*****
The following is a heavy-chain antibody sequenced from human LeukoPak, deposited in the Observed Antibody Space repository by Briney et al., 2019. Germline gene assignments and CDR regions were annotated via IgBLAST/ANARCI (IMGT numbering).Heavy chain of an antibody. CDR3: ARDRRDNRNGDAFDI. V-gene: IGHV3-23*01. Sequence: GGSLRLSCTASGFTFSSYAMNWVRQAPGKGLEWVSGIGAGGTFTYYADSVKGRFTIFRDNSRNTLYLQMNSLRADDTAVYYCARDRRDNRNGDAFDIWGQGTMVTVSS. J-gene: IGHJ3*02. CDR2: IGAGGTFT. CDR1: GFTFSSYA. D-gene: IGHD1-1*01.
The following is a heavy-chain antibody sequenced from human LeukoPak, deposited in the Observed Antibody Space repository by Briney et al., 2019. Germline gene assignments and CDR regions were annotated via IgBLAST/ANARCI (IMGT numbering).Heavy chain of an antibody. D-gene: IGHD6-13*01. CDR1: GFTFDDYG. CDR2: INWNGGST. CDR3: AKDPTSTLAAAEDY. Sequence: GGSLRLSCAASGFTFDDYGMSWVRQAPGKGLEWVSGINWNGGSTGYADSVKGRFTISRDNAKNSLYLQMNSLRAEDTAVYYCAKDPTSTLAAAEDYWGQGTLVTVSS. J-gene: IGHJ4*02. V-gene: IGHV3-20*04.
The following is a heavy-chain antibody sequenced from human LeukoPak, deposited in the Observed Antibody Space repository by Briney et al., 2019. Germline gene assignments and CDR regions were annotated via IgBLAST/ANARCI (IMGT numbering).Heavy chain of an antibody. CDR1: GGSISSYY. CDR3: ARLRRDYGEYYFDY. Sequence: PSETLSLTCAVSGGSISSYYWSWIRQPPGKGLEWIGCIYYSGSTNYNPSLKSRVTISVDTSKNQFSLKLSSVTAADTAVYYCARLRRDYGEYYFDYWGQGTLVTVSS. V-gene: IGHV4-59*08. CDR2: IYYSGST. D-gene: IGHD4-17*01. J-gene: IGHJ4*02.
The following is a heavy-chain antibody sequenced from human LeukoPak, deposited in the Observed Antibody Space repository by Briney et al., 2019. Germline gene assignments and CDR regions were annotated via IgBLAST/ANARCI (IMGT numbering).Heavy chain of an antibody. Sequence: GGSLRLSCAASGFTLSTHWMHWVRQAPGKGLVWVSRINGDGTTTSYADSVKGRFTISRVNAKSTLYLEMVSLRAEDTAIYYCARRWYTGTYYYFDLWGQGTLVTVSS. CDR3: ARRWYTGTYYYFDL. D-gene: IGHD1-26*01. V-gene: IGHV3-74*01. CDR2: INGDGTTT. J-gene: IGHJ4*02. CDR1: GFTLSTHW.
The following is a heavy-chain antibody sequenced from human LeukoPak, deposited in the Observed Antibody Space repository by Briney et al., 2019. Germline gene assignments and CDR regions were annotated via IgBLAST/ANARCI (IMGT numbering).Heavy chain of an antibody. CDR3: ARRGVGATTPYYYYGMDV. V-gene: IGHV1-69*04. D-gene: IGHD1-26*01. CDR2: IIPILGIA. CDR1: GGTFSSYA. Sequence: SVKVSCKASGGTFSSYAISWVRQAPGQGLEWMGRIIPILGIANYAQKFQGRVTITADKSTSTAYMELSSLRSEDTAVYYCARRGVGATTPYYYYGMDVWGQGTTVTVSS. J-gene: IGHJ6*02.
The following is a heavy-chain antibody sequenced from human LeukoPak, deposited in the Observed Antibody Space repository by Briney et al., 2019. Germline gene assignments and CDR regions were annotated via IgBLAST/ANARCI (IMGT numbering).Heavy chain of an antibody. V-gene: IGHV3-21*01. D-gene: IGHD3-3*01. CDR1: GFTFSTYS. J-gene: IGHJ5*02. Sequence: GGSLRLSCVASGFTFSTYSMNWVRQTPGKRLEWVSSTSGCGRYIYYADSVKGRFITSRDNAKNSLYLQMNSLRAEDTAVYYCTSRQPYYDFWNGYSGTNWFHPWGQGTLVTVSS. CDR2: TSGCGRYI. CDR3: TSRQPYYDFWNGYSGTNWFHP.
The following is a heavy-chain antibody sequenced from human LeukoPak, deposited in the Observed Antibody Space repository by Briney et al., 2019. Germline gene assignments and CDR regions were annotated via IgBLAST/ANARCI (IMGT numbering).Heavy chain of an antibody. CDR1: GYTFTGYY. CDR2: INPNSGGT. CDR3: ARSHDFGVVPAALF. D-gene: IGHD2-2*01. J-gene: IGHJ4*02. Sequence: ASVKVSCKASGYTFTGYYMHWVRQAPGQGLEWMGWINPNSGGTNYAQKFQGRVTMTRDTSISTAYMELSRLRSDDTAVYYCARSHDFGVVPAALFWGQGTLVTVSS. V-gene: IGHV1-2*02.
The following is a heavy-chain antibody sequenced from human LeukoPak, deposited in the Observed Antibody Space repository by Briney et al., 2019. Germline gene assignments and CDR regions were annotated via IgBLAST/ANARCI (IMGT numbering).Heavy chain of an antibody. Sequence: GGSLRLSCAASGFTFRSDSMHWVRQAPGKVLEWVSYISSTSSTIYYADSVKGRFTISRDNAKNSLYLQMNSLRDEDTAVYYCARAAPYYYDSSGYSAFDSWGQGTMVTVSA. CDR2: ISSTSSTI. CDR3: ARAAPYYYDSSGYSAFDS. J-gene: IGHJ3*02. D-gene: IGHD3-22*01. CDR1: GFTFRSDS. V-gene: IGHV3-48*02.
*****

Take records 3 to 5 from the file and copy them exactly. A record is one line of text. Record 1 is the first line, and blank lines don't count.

The following is a heavy-chain antibody sequenced from human LeukoPak, deposited in the Observed Antibody Space repository by Briney et al., 2019. Germline gene assignments and CDR regions were annotated via IgBLAST/ANARCI (IMGT numbering).Heavy chain of an antibody. CDR1: GGSISSYY. CDR3: ARLRRDYGEYYFDY. Sequence: PSETLSLTCAVSGGSISSYYWSWIRQPPGKGLEWIGCIYYSGSTNYNPSLKSRVTISVDTSKNQFSLKLSSVTAADTAVYYCARLRRDYGEYYFDYWGQGTLVTVSS. V-gene: IGHV4-59*08. CDR2: IYYSGST. D-gene: IGHD4-17*01. J-gene: IGHJ4*02.
The following is a heavy-chain antibody sequenced from human LeukoPak, deposited in the Observed Antibody Space repository by Briney et al., 2019. Germline gene assignments and CDR regions were annotated via IgBLAST/ANARCI (IMGT numbering).Heavy chain of an antibody. Sequence: GGSLRLSCAASGFTLSTHWMHWVRQAPGKGLVWVSRINGDGTTTSYADSVKGRFTISRVNAKSTLYLEMVSLRAEDTAIYYCARRWYTGTYYYFDLWGQGTLVTVSS. CDR3: ARRWYTGTYYYFDL. D-gene: IGHD1-26*01. V-gene: IGHV3-74*01. CDR2: INGDGTTT. J-gene: IGHJ4*02. CDR1: GFTLSTHW.
The following is a heavy-chain antibody sequenced from human LeukoPak, deposited in the Observed Antibody Space repository by Briney et al., 2019. Germline gene assignments and CDR regions were annotated via IgBLAST/ANARCI (IMGT numbering).Heavy chain of an antibody. CDR3: ARRGVGATTPYYYYGMDV. V-gene: IGHV1-69*04. D-gene: IGHD1-26*01. CDR2: IIPILGIA. CDR1: GGTFSSYA. Sequence: SVKVSCKASGGTFSSYAISWVRQAPGQGLEWMGRIIPILGIANYAQKFQGRVTITADKSTSTAYMELSSLRSEDTAVYYCARRGVGATTPYYYYGMDVWGQGTTVTVSS. J-gene: IGHJ6*02.